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  • Interim Evaluation Brief
  • July 2020

Pursuing Green Growth Through Off-Grid Energy in Indonesia

Despite promising early results, long-term sustainability is a concern

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Program Overview

MCC’s $474 million Indonesia Compact (2013-2018) included the $288 million Green Prosperity (GP) Project that aimed to increase economic productivity and reduce land-based greenhouse gas emissions. The project funded 26 community-based off-grid (CBOG) renewable energy (RE) grants totaling $85.3 million. Some were designed as community-owned RE projects, while others were RE components of natural resource management projects. These grants sought to substitute renewable energy for fossil fuels in remote and rural communities, opening opportunities for social and economic improvements through access to electricity.

Evaluator Description

MCC commissioned Social Impact to conduct an independent interim impact and performance evaluation of the CBOG RE Grant Portfolio. It is focused on six grantees: Anekatek, Akuo, Hivos, IBEKA, PEKA,and Javlec. Full report results and learning:

Key Findings

Domestic Use of Electricity

  • Access to the Anekatek and Akuo Energy mini-grids in East Sumba and Berau increased lighting and use of domestic appliances.
  • Other off-grid renewable energy sources in East Sumba were used mostly for lighting.

Fuel Substitution and Greenhouse Gas Emissions

  • Where off-grid renewable energy assets were used for domestic purposes, they caused reductions in diesel and kerosene use, making reduced greenhouse gas emissions highly likely.

Economic Use of Electricity

  • Access to compact-funded mini-grids did not increase income or economic use of electric appliances, except for the occasional refrigerator used to sell chilled goods.
  • Access to compact-funded non-mini grid technology showed mixed results for use in economically productive activities.

Barriers to Financial and Operational Sustainability

  • Barriers include lower-than anticipated demand for electricity, regulatory pressures, high operations costs, and lack of external subsidies.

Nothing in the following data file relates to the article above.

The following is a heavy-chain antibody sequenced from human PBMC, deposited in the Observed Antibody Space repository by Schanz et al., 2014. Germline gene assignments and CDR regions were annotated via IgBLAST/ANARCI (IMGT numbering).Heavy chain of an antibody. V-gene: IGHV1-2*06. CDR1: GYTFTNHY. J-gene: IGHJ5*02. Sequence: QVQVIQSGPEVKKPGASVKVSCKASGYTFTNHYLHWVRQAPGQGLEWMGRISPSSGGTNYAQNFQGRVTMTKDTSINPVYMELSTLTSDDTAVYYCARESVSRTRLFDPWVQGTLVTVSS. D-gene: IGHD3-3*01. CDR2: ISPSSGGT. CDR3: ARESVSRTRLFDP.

• The only grants with sustainable models were Hivos, which established RE infrastructure servicing companies, and the Anekatek solar mini-grid scheme.

Evaluation Questions

The interim impact and performance evaluation of the off-grid renewable energy grant portfolio focuses on six grants. A quantitative analysis of two grants answers Questions 1-4 that will be revisited during the final evaluation. Case studies of four grants answer Questions 5-7.

  1. 1
    How have energy consumption patterns changed among beneficiary households and businesses in response to the provision of a renewable source of electricity?
  2. 2
    Has the electricity provided through the RE infrastructure been used for economic purposes at the community or household level?
  3. 3
    To what extent do any changes in energy consumption patterns favor reduced greenhouse gas emissions?
  4. 4
    Has the special purpose vehicle (SPV) been an effective intervention to improve community buy-in and sustainability of the infrastructure?
  5. 5
    What were the grant theories of change regarding deployment and use of RE infrastructure?
  6. 6
    How did the grants approach ensuring the sustainability of RE infrastructure, and to what extent were they successful?
  7. 7
    What outcomes do targeted communities perceive to have resulted from the RE infrastructure, and how do these compare with the outcomes envisioned in the theory of change?

Detailed Findings

Domestic Use of Electricity

Impacts of the Anekatek Solar grant

Most of the grants targeted domestic uses of electricity in the short term, with economic uses expected in the long-term, if at all. Such domestic uses included lighting, studying, and powering of appliances and public facilities. These uses were prominent for the Akuo Energy, Anekatek, and Hivos grants. For Anekatek, the mini-grids provided nearly 12 hours per day of additional electricity access and increased the likelihood that domestic appliances would be used. Domestic appliance use was reported to alleviate the burden of domestic tasks typically assigned to women, such as cooking and retrieving water.

Fuel Substitution and GHG Emissions

In 2017, 89% of Akuo Energy treatment households in Berau and 21% of Anekatek treatment households in Sumba used at least one non-renewable source of energy, while in 2019, only 1% and 3% did so. Reduction in diesel consumption is especially notable—by 1.6 liters per household per month due to the Anekatek grant, and by as much as 7.0 liters per household per month due to Akuo Energy grants. Households that used kerosene for night-time lighting can now use the light provided by mini-grid electricity or Hivos solar lamps. Village-level diesel generators used before the commissioning of Akuo Energy mini-grids are no longer used. Even in Sumber Agung, where the intended economic uses of solar energy have not materialized, the solar power plant is used in place of diesel generators to power village public facilities.